The New York Times story you may have read over the holidays is all too true. Rome does seem to be in ruins. It was less than a year since my last visit and I couldn't help but notice how much more trash was strewn about, how much more rutted the roads had become and how little hope Romans have for any imminent improvements. On the other hand, The Washington Post story about Italy's bad coffee seems bizarrely biased. Yes, Italians prefer their coffee cheap. No, they don't obsess about the provenance of their brew. Yes, they like their espresso drinks traditional. No, the country isn't a hotbed of pour-over, terroir-specific, bearded barista, Anglo-Australian coffee fetishists. You want great espresso? You find it everywhere and anywhere in Italy. Flat-white Kenyan grown, small-batch roasted, hand-ground blah blah blah? Not so much.

We spent a few lovely days with lovely friends in a lovely apartment in the Palazzo Costaguti, still in the Costaguti family half-a-millennium after they first acquired the imposing property. As I watched them tromp off each morning in search of more churches and more art and more Bernini and more Raphael, however, I was reminded of why I write about business travel. I know why businesspeople travel: We're worker bees greasing the wheels of commerce in remote locations from Akron to Zaire. That makes us easy to write for and serve. But who knows what motivates leisure travelers? They confound me as they flit from art to zoology. Who knows what they want?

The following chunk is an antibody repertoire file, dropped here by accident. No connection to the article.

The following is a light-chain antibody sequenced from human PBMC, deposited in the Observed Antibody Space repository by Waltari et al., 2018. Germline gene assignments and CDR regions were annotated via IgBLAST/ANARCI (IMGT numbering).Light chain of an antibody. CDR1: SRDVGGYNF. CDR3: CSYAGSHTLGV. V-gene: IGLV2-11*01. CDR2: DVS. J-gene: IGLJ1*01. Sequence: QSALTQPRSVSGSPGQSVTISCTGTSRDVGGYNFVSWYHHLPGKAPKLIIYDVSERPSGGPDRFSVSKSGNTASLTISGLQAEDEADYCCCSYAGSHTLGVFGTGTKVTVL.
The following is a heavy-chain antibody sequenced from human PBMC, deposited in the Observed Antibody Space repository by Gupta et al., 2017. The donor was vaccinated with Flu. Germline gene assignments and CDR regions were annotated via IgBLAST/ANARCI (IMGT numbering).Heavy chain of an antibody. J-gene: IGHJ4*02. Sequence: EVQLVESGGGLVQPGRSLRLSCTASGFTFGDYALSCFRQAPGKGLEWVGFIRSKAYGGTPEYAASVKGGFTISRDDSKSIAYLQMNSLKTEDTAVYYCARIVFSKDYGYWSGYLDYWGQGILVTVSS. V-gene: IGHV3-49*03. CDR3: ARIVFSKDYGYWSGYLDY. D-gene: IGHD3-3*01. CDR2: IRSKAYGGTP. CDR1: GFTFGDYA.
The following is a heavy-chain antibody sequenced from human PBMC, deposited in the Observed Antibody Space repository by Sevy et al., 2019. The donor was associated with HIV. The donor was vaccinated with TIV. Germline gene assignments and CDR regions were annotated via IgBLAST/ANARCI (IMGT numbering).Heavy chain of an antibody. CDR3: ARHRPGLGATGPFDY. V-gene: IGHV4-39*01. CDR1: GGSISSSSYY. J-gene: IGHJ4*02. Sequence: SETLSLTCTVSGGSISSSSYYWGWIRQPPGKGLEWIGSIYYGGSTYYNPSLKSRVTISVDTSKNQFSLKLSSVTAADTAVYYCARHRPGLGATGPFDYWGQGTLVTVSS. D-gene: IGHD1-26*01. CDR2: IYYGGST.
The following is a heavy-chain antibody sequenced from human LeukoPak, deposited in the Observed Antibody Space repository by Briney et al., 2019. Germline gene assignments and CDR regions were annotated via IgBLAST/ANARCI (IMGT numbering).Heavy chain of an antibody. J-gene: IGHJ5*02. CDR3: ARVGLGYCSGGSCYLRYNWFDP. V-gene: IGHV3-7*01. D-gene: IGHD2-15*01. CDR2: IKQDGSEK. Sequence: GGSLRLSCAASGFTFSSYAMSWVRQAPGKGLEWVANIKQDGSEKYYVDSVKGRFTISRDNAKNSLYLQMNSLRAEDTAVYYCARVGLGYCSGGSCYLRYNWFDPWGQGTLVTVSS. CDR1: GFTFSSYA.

As I wandered around Genoa on the Epiphany, the high point and the final day of Italy's Christmas season, I was reminded how different Americans are from most other cultures. We're multi-taskers and all-things-all-the-time people. Not Italians. Hordes of locals took to the street for a passeggiata, but most shops and restaurants were closed. Merchants didn't see the holiday as a chance to serve customers or profit from them. They kept their shop doors--and coffers--closed. And I thought back to a spectacular pizza shop I stumbled upon earlier in the week along the beachfront in Viareggio in Tuscany. The bustling storefront sold pizza. Nothing more. Just pizza. That's what it did. Pans of four or five types of pizza emerged from the ovens at regular intervals and the waiting crowds immediately snapped them up. It went on for hours. But that is all the shop sold. Pizza. Not even beverages to go with the hunks of pies the adoring crowds devoured. Just pan after pan of pizza. The men in white pants and white shirts did what they did. And the crowd bought their Cokes, beers and wine from the beverage specialist next door.

Italians, as you may know, adore the cinema. But they are omnivores. They revere Fast and Furious as deeply as they love and admire, say, Citizen Kane. So I never visit Italy without spinning the TV dial to see what the Italians are watching. This trip, I got the mind-bending experience of Roman Holiday dubbed into Italian. There was a Hitchcock maratona on New Year's Eve. You have not lived until you've tried to talk a friend through the convoluted plot of North By Northwest dubbed in Italian. But dubbed Cary Grant and Gregory Peck are nothing compared to The Firm and dubbed Tom Cruise and Gene Hackman. That, fortified by too much New Year's Eve wine, leads to conversation about how No Way Out, a clunky 1987 Hackman movie, is based on the suave The Big Clock from 1948 and how 1950's The Great Rupert, the worst Christmas movie ever made, isn't all that different from 1952's Umberto D, the greatest neo-realist Italian film ever. After all, The Great Rupert is about an elderly gentleman who must set his beloved squirrel free because he can't pay the rent on his shabby apartment. For all its cinematic artistry and Roman location, Umberto D really is the same story with a dog instead of a squirrel.

Or so it seems when you're spending two weeks in another town ...